Bikes & Gear News


Take Great Riding Photos

This is out of order. We were supposed to introduce our partnership/sponsorship of the Mettle Cycling elite amateur race team to you first and then have them featured here with advice from the saddle and tales from the road. But then, well, you know – all this. So instead of showing off the cool team jersey with the Cycle Oregon logo front-and-center and details about this mission-based squad, let’s just get into some of that good advice this crew has to offer. When we get the all-clear to gather we’ll saddle up the squad in those brand new jerseys to do a photo shoot in one of our favorite Oregon places and do a proper introduction post.

Randall Fransen (Photo by Adam Kachman)

Mettle Cycling is an Oregon-based brand making accessories for cycling with a little more focus on the creative side of things such as photography. Mettle founder, Randall Fransen, is as enthusiastic a photographer as he is a cyclist and through a bicycle racing team representing the brand he has found a community to ride, create, and share his passion for the bicycle. Photography has been central to the team’s identity and success, setting a standard that has seen their work appear in numerous titles, brand work, and even landing a cover shot of Randall for Bicycling Magazine.

As we ride through this wondrous state we encounter many incredible sights that we are eager to share with friends through photographs and social media. To help us be even better at taking photos while riding we asked Randall for the tips he and the Mettle crew have learned from thousands of miles and shutter snaps. 



Taking Great Photos On The Bike

For the amateur rider and photographer, shooting from the bike is not entirely different from any other photography in that the basic rules should be observed. Let’s cover those briefly:

  • The Rule of Thirds – when dividing the frame into 9 even squares (⅓ horizontal and ⅓ vertical), you will want to place your subject at the 4 intersections those lines create. Also, avoid splitting the horizon directly in the middle of the frame. It should either be in the lower or upper third of the frame.
  • Reduce Clutter – A shot of the road and rider with other cars, street signs, or objects is not an exciting shot. Be mindful of objects or lines that might appear as though they are growing from your subject.
  • Creative Framing – aside from the image’s boundaries, natural frames to further emphasize your subject can help: bridges, arches, trees, fences, etc.
  • Direct the eye with leading lines – Natural “vanishing points” like roads or fences that direct towards the subject (also placed in the correct area of the frame) will draw focus to the right place.
  • Fill the Frame – either by moving in or out, zooming, or cropping with an edit tool later
  • Don’t cut off limbs (or the bike) – for a full body shot, make sure your subject is all the way in the frame. 
  • Depth – this is not always possible with camera phones, but when using a dedicated camera with a nicer lens, your ability to create depth is easier where the background will be less focused and your subject is isolated in focus.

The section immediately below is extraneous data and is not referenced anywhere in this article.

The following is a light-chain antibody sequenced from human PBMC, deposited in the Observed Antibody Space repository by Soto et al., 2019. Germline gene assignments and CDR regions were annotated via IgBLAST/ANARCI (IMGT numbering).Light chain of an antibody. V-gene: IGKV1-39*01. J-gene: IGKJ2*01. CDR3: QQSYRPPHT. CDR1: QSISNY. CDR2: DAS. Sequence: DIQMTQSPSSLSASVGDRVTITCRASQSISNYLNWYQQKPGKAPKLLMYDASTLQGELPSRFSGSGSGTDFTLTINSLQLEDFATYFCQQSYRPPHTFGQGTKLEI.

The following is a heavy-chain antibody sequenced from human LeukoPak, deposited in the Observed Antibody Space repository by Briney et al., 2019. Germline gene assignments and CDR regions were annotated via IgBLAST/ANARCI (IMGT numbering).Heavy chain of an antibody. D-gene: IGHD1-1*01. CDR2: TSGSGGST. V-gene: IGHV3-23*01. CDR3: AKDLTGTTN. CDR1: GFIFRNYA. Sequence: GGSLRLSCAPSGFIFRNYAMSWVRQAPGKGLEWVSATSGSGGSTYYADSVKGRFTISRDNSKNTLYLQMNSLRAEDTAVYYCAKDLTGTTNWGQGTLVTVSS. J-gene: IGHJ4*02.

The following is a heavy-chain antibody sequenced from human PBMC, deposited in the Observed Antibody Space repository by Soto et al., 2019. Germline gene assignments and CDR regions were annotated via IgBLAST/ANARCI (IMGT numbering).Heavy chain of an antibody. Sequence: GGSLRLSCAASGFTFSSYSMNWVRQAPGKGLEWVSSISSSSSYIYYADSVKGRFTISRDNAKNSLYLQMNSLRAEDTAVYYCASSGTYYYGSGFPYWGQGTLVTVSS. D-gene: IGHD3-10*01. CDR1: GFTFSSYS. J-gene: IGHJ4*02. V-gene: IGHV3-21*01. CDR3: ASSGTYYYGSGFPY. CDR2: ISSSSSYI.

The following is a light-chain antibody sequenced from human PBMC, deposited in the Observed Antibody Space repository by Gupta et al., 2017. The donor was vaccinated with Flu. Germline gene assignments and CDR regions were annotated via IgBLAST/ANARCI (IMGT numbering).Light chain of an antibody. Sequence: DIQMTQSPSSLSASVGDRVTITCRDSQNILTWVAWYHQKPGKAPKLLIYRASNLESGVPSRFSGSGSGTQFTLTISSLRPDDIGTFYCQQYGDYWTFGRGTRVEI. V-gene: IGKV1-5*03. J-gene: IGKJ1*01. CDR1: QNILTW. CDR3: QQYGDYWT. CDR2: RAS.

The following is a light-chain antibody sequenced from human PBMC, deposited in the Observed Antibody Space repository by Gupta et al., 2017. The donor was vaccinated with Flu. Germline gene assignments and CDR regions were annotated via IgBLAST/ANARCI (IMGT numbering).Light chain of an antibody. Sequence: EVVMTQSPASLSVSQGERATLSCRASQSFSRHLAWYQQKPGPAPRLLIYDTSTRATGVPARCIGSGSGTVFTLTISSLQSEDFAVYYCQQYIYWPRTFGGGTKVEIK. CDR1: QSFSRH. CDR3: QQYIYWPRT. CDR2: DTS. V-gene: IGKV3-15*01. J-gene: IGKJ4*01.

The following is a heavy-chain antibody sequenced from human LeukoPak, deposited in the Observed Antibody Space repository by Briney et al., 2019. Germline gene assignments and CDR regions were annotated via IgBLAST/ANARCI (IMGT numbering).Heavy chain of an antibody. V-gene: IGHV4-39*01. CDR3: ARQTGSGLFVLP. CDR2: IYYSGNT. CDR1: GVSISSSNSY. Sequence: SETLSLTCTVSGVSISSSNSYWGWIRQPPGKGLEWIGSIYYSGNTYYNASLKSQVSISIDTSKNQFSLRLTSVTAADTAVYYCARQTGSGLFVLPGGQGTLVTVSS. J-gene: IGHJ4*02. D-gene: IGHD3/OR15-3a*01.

With the basics out of the way, let’s think more about how to use these skills to take your shooting from the bike to the next level.

The best camera is the one you have with you.

Entire Instagram careers have been made on camera phones. Others enjoy carrying a full size camera and zoom lens on the bike. Each is a powerful tool when wielded with some additional knowledge on how to get the most out of what you have. Carry what you like and capture the elements of the ride that speak for you.


Aside from numerous opportunities to shoot your ride when off the bike, it’s important to feel comfortable and safe when only one hand is on the bars and your focus is elsewhere. Practice the basic photo techniques before you try them on the bike and be sure that you can manipulate your phone/camera by feel as your attention should always be on the road around you. 

Jersey pockets are a common choice for smartphones but they can be hard to reach while riding and can get sweaty causing your phone to be slippery and lens to fog. Apparel wise, the recent development of “cargo pockets” for cycling shorts (stretch panels on the exterior of each thigh) puts your phone in a handy spot without having to be a contortionist.

(Randall Fransen)

Handlebar bags have become quite popular and high performance now factors into design as much as carrying capacity. Many bags have quick access pockets just for phones or small cameras that also hold them securely. A riff on the handlebar bag is the “feed bag” which is a behind the bar bag originally designed to hold a water bottle but that makes for a perfect spot to put some of the small stuff you want to get to often.

A “real” camera with a Mettle Speed Strap (Photo: Jake Szymanski)

For a larger camera how you carry it depends on how quickly you want to access it. You can always carry a bar or frame bag but also, check out Mettle Cycling’s Speed Straps and Slow Straps, specifically designed for carrying your full -feature camera safely while riding the bike. 


As phones advance with multiple lens options, it’s gotten easier to replicate a lot of things that larger cameras can do including portrait mode and depth of field features. But with limited reach, it becomes necessary to think more about the frame and how best to compose a shot without a lot of depth.

Zooming in or hoping for detail in a subject that is far away should be a lower priority when capturing your image. Consider a single plane of objects within reach of your camera phone’s lens. Many of the techniques described below can help in this respect such as a “Bike against a wall” shot or using natural framing such as overhanging trees or a landmark on your ride as a supporting background to yourself or friend.